“We’re slowly rolling out those wines,” Charlie said. “We want them to be just as good as anything else in our lineup, and there are some heavy hitters in that lineup. In 2019, the vineyard became mature enough, and the quality is there. Ultimately, we want to be about 15,000 cases, and if we can get to about 2,500 cases from the estate, that would be a nice little number for us.”
Overall production out of the WineBoss facility stands at about 30,000 cases, which Venohr will continue to oversee for clients such as Anelare, Market Vineyards and Hamilton Cellars. And along the way, Team Hoppes and Venohr will bring a renewed focus to the m100 label, which is a standalone brand from Fidélitas. Those wines will carry “Columbia Valley” as the AVA on the bottle, not Red Mountain, and sell for about $25 per bottle.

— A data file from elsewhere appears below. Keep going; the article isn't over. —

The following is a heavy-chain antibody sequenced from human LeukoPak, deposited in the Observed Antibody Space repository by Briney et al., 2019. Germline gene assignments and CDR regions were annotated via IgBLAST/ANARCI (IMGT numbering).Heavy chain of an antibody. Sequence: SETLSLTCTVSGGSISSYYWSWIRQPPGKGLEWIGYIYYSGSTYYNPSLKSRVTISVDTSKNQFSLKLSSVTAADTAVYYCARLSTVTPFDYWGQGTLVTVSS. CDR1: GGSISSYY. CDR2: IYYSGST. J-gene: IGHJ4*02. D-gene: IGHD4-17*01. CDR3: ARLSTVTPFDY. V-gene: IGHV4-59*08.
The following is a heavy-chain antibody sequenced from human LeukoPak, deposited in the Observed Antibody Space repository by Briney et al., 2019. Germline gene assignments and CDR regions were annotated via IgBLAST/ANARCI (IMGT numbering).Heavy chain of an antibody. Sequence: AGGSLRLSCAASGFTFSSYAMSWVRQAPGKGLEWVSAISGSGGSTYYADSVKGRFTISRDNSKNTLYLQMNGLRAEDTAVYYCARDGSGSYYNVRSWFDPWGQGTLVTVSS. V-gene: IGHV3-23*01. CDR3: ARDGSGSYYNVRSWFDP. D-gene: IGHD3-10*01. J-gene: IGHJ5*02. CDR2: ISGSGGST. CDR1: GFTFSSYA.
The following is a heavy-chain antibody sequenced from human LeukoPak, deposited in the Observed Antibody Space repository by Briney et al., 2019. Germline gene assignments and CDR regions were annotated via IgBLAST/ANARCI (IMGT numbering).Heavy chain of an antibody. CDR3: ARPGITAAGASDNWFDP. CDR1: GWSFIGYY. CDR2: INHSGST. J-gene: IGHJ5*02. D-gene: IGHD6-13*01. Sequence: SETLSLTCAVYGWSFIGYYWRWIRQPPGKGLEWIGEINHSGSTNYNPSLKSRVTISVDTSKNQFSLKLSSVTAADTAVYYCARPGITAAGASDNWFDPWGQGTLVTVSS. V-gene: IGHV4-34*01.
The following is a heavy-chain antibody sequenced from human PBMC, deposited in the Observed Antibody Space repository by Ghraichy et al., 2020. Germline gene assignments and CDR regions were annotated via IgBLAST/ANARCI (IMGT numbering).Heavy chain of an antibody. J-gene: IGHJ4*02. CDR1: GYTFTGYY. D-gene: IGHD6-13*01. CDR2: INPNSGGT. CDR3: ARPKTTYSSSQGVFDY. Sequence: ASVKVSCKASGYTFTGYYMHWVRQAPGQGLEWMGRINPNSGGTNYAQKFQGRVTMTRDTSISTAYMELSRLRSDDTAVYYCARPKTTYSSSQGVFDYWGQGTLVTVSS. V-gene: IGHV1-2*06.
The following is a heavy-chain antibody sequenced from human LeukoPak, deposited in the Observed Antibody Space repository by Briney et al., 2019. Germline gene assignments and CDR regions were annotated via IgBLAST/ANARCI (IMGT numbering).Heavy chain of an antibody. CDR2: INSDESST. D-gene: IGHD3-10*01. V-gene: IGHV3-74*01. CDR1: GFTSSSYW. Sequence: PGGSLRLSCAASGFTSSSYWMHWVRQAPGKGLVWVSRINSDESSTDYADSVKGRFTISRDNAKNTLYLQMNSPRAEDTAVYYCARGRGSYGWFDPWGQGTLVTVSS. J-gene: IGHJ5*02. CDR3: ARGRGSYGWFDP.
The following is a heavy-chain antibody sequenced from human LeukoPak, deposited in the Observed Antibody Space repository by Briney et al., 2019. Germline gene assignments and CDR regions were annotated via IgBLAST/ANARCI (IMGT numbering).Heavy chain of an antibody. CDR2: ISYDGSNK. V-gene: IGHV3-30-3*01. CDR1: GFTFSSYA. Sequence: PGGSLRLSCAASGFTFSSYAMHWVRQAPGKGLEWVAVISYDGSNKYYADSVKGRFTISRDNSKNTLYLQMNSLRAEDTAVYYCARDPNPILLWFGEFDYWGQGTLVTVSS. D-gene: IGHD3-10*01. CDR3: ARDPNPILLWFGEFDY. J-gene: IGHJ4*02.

“We’re going to bring m100 back as a retail brand,” Charlie said. “The retail market has shifted, and it’s yet to be seen what is going to happen with the restaurant business, but there’s definitely a need for great value wines at retail. That’s what we’re looking at for m100.”
And it will be easy for the family to remember Will’s first full-time harvest for the company because 2019 marked the 20th harvest for Fidélitas. The first wine from that historic vintage — the 2019 Optu Red — is scheduled to be released in early 2022. Charlie looks forward to bringing them to market, seeing his devoted customers and thanking them for sticking with Fidélitas during the pandemic.